SL in Action: IATEFL TEA SIG Conference in Cyprus
IATEFL TEA SIG CONFERENCE IN CYPRUS – 23-24 October 2009, Famagusta
Meral Güçeri, School of Languages, Sabanci University
The latest IATEFL TEA SIG Conference was held at the Salamis Bay Conti Hotel, very near Famagosa, located on the seaport of the north east coast of Cyprus. The conference, which hosted about 145 participants from 16 countries, dealt with the crucial areas of assessing speaking skills with its 24 sessions, 4 plenaries and a round up discussion. Cocktails, social activities, folk dancing and a Cypriot menu accompanied by the warm sea with the sunny beach made the event an unforgettable one for all the delegates. Everyone was so inspired that no session was missed, notes were taken and hot discussions took place both in the session rooms, at coffee breaks and on the beach.
The conference has achieved its aim by looking at different contexts of teaching, assessment and speaking as well as exploring related issues.
The first day started with Zeynep Ürkün?s intriguing opening speech, which was followed by Liz- Hamp Lyons? plenary talk entitled ?Spoken English Proficiency: Bringing together teaching and assessment? describing an innovative speaking assessment that they have developed in Hong Kong, focussing on not only how the criteria for assessment have arisen, and how they have been validated and communicated to the stakeholders, but also the role of teacher as an assessor in a classroom-based assessment context.
On Friday morning my session entitled ?Let?s assess life skills: Here is the criteria? aimed to discuss a seminar presentation criteria designed to assess Freshman English learners? seminar skills. A learner?s seminar presentation video was shared and half of the participants were invited to evaluate learner performance by using the chunks of an analytical criteria while the other half used a holistic criteria. Student involvement in oral assessment was explained in detail.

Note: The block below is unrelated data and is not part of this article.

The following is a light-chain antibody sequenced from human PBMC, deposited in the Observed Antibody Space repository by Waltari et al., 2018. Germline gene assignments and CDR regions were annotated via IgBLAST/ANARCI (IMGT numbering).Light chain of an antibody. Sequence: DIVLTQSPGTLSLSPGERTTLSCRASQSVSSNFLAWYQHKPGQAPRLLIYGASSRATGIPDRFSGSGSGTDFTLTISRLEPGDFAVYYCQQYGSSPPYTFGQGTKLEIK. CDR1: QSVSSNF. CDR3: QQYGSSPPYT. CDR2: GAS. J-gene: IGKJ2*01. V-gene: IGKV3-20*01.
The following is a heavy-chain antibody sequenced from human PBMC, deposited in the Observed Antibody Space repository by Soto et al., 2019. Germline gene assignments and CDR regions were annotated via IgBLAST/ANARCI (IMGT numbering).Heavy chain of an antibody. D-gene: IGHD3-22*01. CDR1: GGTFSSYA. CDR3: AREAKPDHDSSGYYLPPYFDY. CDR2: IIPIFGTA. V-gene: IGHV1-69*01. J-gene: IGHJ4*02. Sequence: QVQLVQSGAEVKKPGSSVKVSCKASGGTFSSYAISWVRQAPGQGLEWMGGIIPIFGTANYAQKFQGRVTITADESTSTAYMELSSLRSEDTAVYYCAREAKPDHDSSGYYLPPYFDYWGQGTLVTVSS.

In the afternoon Meltem Bizim and Devrim Demirezen Uygan had a workshop called ?Optimizing Speaking in the EFL classroom?, which emphasised the recent trends in the field of teaching speaking and the crucial role of task design to optimize speaking skills in EFL classrooms . They shared the highlights of the study that they conducted at Sabancı University, the key principles for designing tasks, and sample tasks that they designed as part of their study. One section of the workshop was also allocated for providing hands on experience.
The second plenary session was by Evelina Galaczi on ?Assessing Speaking: An approach grounded in theory and practice?. Galaczi stressed the fundemental role speaking skills played in language learning, teaching and assessment. She explored the close relationship between learning and assessment through a focus on specific exam features. She argued that the role of speaking tests should be to promote beneficial washback.
The Saturday morning plenary speaker was John H.A.L. de Jong whose session was on scaling speaking. Jong discussed the issues related to scaling that are either not understood or ignored, including the mathematical relation between levels and the definition of the boundaries between levels. Examples of the scaling speaking of speaking tests and the procedures underlying the levels of CEF were provided.
The final plenary talk was by Susan Davies who highlighted crucial areas of the issues in testing spoken English. Her workshop aimed to raise participant awareness on the various challenges of portfolio assessment or use of a test. She stressed that it was possible to overcome some specific issues in testing spoken proficiency and to understand the process which would enable them to take up the challenge of producing their own tests.
On Saturday afternoon Adam Simpson?s session ?What constitutes effective pre-oral exam practice?? shared findings of research conducted on student perceptions of what constitutes effective pre-oral exam practice. What students consider beneficial, what they find less useful, overall feelings regarding oral assessment and the mismatch between teacher and student perspectives at the preparation stage were highlighted.
The conference ended with a round-up discussion by the plenary speakers.